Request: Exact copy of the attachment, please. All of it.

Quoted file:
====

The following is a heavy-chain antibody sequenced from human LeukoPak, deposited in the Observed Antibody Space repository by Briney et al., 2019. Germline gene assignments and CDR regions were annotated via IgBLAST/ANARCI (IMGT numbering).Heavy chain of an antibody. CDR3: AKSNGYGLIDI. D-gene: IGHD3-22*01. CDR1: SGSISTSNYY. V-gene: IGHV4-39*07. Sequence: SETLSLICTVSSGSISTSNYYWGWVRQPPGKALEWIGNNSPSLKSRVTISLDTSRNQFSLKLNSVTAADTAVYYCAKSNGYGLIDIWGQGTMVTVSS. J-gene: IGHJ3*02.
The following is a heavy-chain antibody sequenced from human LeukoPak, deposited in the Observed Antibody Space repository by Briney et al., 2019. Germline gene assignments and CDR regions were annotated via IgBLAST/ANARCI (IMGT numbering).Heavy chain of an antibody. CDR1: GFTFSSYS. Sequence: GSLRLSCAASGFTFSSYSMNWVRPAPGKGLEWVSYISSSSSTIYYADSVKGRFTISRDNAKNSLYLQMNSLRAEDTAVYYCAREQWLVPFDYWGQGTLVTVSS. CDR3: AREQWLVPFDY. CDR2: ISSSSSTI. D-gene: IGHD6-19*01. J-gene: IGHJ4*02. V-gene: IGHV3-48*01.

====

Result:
The following is a heavy-chain antibody sequenced from human LeukoPak, deposited in the Observed Antibody Space repository by Briney et al., 2019. Germline gene assignments and CDR regions were annotated via IgBLAST/ANARCI (IMGT numbering).Heavy chain of an antibody. CDR3: AKSNGYGLIDI. D-gene: IGHD3-22*01. CDR1: SGSISTSNYY. V-gene: IGHV4-39*07. Sequence: SETLSLICTVSSGSISTSNYYWGWVRQPPGKALEWIGNNSPSLKSRVTISLDTSRNQFSLKLNSVTAADTAVYYCAKSNGYGLIDIWGQGTMVTVSS. J-gene: IGHJ3*02.
The following is a heavy-chain antibody sequenced from human LeukoPak, deposited in the Observed Antibody Space repository by Briney et al., 2019. Germline gene assignments and CDR regions were annotated via IgBLAST/ANARCI (IMGT numbering).Heavy chain of an antibody. CDR1: GFTFSSYS. Sequence: GSLRLSCAASGFTFSSYSMNWVRPAPGKGLEWVSYISSSSSTIYYADSVKGRFTISRDNAKNSLYLQMNSLRAEDTAVYYCAREQWLVPFDYWGQGTLVTVSS. CDR3: AREQWLVPFDY. CDR2: ISSSSSTI. D-gene: IGHD6-19*01. J-gene: IGHJ4*02. V-gene: IGHV3-48*01.